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A Pseudomonas syringae Diversity Survey Reveals a Differentiated Phylotype of the Pathovar syringae Associated with the Mango Host and Mangotoxin Production

November 2013 , Volume 103 , Number  11
Pages  1,115 - 1,129

José A. Gutiérrez-Barranquero, Víctor J. Carrión, Jesús Murillo, Eva Arrebola, Dawn L. Arnold, Francisco M. Cazorla, and Antonio de Vicente

First, second, sixth, and seventh authors: Instituto de Hortofruticultura Subtropical y Mediterránea La Mayora (IHSM-UMA-CSIC), Departamento de Microbiología, Facultad de Ciencias, Universidad de Málaga, Spain; third author: Laboratorio de Patología Vegetal, ETS Ingenieros Agrónomos, Universidad Pública de Navarra, Pamplona, Spain; fourth author: IHSM-UMA-CSIC, Estación Experimental La Mayora, Algarrobo-Costa, Málaga, Spain; and fifth author: Department of Applied Sciences, University of the West of England, Bristol, UK.

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Accepted for publication 22 May 2013.

Pseudomonas syringae pv. syringae, the causal agent of bacterial apical necrosis (BAN) in mango crops, has been isolated in different mango-producing areas worldwide. An extensive collection of 87 P. syringae pv. syringae strains isolated from mango trees affected by BAN from different countries, but mainly from Southern Spain, were initially examined by repetitive sequence-based polymerase chain reaction (rep-PCR) to analyze the genetic diversity with an epidemiological aim. rep-PCR was powerful in assessing intrapathovar distribution and also allowing clustering of the P. syringae pv. syringae strains isolated from mango, depending on the isolation area. A clear pattern of clustering was observed for all the P. syringae pv. syringae strains isolated from mango distinct from strains from other hosts, including strains for the same geographical regions as the mango isolates. For this reason, a representative group of 51 P. syringae pv. syringae strains isolated from mango and other hosts, as well as some P. syringae strains from other pathovars, were further characterized to determine their possible genetic, phenotypic, and phylogenetic relationships. Similar to the rep-PCR results, the randomly amplified polymorphic DNA PCR (RAPD-PCR) and catabolic diversity analysis using the Biolog GN2 profile grouped 90% of the mango isolates together in a unique cluster. Interestingly, the majority of P. syringae pv. syringae strains isolated from mango produced mangotoxin. The analysis of the phylogenetic distribution using the multilocus sequence typing analysis strongly supports the existence of a differentiated phylotype of the pathovar syringae mainly associated with the mango host and characterized by the mangotoxin production.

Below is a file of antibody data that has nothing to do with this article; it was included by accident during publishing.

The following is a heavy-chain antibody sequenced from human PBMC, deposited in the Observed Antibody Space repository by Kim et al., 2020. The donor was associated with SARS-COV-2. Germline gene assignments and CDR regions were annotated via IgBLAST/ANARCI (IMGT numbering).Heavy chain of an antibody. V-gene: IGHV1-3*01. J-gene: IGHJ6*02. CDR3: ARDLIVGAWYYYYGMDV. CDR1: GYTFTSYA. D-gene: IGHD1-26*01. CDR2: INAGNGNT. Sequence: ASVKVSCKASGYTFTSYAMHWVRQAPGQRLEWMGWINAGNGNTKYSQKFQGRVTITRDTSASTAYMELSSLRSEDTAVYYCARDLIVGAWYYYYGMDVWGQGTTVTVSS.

© 2013 The American Phytopathological Society